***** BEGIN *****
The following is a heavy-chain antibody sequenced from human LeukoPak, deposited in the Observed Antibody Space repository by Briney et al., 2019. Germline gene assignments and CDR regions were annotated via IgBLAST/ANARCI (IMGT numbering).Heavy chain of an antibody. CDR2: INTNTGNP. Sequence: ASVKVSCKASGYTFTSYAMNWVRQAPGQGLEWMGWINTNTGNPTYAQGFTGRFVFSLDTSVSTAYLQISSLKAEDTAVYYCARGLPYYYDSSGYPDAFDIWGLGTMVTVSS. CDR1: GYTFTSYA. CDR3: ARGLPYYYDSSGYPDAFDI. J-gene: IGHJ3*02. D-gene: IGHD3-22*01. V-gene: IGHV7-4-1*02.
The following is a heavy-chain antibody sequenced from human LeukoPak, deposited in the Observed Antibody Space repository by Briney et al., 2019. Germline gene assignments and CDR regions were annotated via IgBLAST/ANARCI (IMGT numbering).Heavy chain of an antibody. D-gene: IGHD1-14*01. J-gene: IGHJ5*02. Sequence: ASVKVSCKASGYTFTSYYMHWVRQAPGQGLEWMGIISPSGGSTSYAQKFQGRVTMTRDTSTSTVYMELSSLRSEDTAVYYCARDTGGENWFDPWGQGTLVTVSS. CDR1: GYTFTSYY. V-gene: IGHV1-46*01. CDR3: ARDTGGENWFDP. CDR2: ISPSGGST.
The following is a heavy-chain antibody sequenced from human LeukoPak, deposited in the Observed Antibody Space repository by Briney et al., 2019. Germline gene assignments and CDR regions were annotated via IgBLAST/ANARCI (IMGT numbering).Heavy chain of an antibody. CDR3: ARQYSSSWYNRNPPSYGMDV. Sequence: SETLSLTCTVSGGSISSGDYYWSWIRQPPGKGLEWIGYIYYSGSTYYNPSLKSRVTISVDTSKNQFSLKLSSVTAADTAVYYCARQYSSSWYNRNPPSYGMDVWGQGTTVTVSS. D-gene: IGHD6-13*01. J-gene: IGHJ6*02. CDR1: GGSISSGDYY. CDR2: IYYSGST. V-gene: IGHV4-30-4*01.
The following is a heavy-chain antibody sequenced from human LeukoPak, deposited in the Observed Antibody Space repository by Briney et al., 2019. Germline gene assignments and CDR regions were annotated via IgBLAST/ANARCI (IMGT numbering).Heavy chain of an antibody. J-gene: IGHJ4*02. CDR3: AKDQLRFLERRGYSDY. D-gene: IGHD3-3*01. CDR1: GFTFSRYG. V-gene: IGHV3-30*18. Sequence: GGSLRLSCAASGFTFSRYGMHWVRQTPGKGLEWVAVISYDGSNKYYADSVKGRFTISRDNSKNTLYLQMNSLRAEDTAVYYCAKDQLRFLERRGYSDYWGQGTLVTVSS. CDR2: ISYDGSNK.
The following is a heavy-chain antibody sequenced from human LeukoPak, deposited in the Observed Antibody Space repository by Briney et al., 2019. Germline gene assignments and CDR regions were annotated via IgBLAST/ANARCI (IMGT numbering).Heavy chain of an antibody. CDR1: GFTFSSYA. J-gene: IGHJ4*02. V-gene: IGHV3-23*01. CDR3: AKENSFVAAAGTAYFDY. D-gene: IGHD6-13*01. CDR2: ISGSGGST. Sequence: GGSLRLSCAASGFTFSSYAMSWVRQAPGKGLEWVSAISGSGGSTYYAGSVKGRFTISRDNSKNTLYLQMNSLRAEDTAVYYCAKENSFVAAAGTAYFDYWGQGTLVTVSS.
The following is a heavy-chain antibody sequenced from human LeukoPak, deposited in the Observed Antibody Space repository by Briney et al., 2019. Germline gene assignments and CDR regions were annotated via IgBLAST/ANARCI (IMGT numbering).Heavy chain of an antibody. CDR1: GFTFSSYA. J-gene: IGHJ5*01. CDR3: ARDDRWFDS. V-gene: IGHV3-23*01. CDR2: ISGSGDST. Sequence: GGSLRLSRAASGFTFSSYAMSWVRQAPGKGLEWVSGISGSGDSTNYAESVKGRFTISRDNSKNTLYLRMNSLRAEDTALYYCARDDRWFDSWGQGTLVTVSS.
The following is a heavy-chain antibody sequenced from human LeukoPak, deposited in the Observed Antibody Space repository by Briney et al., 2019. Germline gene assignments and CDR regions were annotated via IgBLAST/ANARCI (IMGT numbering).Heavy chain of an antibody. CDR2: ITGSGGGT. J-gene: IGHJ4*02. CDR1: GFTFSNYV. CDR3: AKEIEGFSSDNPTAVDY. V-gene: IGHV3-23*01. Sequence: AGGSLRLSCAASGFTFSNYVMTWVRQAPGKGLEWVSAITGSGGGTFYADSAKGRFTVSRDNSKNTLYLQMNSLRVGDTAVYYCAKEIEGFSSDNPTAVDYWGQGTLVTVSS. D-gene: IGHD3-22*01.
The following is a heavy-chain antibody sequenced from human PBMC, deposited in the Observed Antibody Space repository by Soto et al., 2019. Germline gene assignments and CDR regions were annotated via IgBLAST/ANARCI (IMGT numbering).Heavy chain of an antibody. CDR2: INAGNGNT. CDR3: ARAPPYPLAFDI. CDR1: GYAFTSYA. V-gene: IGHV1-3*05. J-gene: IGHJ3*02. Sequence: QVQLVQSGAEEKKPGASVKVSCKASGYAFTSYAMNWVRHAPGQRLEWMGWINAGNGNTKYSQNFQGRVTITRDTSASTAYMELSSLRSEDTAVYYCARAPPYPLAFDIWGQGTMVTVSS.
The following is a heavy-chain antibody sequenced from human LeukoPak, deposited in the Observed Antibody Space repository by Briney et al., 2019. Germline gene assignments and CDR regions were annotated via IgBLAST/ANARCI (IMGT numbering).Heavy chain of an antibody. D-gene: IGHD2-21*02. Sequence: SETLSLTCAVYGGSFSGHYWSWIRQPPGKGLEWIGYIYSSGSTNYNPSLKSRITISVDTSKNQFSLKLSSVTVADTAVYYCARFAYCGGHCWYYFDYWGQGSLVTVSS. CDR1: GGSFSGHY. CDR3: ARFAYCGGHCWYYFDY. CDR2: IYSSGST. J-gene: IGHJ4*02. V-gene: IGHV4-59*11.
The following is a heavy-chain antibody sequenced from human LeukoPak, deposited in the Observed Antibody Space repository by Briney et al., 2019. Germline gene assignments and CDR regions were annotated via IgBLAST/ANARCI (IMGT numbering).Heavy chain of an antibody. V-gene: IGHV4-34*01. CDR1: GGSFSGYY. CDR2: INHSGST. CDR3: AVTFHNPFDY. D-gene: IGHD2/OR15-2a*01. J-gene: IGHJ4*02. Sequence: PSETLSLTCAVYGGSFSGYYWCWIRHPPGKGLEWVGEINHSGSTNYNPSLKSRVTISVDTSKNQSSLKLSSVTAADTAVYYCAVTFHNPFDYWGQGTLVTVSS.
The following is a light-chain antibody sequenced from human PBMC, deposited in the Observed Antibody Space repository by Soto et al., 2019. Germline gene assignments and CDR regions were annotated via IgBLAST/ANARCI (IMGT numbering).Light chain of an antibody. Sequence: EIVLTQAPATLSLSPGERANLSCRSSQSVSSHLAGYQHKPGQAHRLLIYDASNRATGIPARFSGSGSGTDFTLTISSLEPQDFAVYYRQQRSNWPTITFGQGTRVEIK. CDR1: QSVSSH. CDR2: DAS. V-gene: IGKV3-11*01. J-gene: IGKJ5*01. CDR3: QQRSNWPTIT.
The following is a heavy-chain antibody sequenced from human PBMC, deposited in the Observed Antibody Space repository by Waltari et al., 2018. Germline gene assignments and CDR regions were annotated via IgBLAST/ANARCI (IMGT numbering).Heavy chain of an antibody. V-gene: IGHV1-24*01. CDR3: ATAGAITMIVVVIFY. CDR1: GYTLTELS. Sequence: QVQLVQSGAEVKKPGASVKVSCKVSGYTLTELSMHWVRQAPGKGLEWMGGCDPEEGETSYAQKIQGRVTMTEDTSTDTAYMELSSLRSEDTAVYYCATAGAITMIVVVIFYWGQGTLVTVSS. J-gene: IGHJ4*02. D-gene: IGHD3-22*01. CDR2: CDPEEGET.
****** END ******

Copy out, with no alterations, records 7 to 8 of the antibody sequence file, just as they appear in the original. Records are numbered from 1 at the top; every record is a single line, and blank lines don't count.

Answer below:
The following is a heavy-chain antibody sequenced from human LeukoPak, deposited in the Observed Antibody Space repository by Briney et al., 2019. Germline gene assignments and CDR regions were annotated via IgBLAST/ANARCI (IMGT numbering).Heavy chain of an antibody. CDR2: ITGSGGGT. J-gene: IGHJ4*02. CDR1: GFTFSNYV. CDR3: AKEIEGFSSDNPTAVDY. V-gene: IGHV3-23*01. Sequence: AGGSLRLSCAASGFTFSNYVMTWVRQAPGKGLEWVSAITGSGGGTFYADSAKGRFTVSRDNSKNTLYLQMNSLRVGDTAVYYCAKEIEGFSSDNPTAVDYWGQGTLVTVSS. D-gene: IGHD3-22*01.
The following is a heavy-chain antibody sequenced from human PBMC, deposited in the Observed Antibody Space repository by Soto et al., 2019. Germline gene assignments and CDR regions were annotated via IgBLAST/ANARCI (IMGT numbering).Heavy chain of an antibody. CDR2: INAGNGNT. CDR3: ARAPPYPLAFDI. CDR1: GYAFTSYA. V-gene: IGHV1-3*05. J-gene: IGHJ3*02. Sequence: QVQLVQSGAEEKKPGASVKVSCKASGYAFTSYAMNWVRHAPGQRLEWMGWINAGNGNTKYSQNFQGRVTITRDTSASTAYMELSSLRSEDTAVYYCARAPPYPLAFDIWGQGTMVTVSS.